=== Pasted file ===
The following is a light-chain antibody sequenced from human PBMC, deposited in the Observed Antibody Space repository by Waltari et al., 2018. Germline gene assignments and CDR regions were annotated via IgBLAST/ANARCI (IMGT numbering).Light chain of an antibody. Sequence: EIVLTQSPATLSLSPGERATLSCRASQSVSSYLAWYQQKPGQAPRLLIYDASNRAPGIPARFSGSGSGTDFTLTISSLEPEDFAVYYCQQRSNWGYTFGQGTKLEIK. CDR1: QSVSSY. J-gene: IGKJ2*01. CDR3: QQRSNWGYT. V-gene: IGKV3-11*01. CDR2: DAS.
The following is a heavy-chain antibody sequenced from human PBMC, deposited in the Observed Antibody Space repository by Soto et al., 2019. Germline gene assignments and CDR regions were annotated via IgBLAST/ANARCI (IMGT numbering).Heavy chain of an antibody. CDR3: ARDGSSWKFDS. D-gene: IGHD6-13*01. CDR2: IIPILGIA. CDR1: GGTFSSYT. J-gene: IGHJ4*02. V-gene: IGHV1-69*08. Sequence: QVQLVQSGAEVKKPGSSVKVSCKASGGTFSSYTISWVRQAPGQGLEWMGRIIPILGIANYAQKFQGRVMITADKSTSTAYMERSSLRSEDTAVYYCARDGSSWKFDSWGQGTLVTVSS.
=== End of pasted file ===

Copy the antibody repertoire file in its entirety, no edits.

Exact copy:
The following is a light-chain antibody sequenced from human PBMC, deposited in the Observed Antibody Space repository by Waltari et al., 2018. Germline gene assignments and CDR regions were annotated via IgBLAST/ANARCI (IMGT numbering).Light chain of an antibody. Sequence: EIVLTQSPATLSLSPGERATLSCRASQSVSSYLAWYQQKPGQAPRLLIYDASNRAPGIPARFSGSGSGTDFTLTISSLEPEDFAVYYCQQRSNWGYTFGQGTKLEIK. CDR1: QSVSSY. J-gene: IGKJ2*01. CDR3: QQRSNWGYT. V-gene: IGKV3-11*01. CDR2: DAS.
The following is a heavy-chain antibody sequenced from human PBMC, deposited in the Observed Antibody Space repository by Soto et al., 2019. Germline gene assignments and CDR regions were annotated via IgBLAST/ANARCI (IMGT numbering).Heavy chain of an antibody. CDR3: ARDGSSWKFDS. D-gene: IGHD6-13*01. CDR2: IIPILGIA. CDR1: GGTFSSYT. J-gene: IGHJ4*02. V-gene: IGHV1-69*08. Sequence: QVQLVQSGAEVKKPGSSVKVSCKASGGTFSSYTISWVRQAPGQGLEWMGRIIPILGIANYAQKFQGRVMITADKSTSTAYMERSSLRSEDTAVYYCARDGSSWKFDSWGQGTLVTVSS.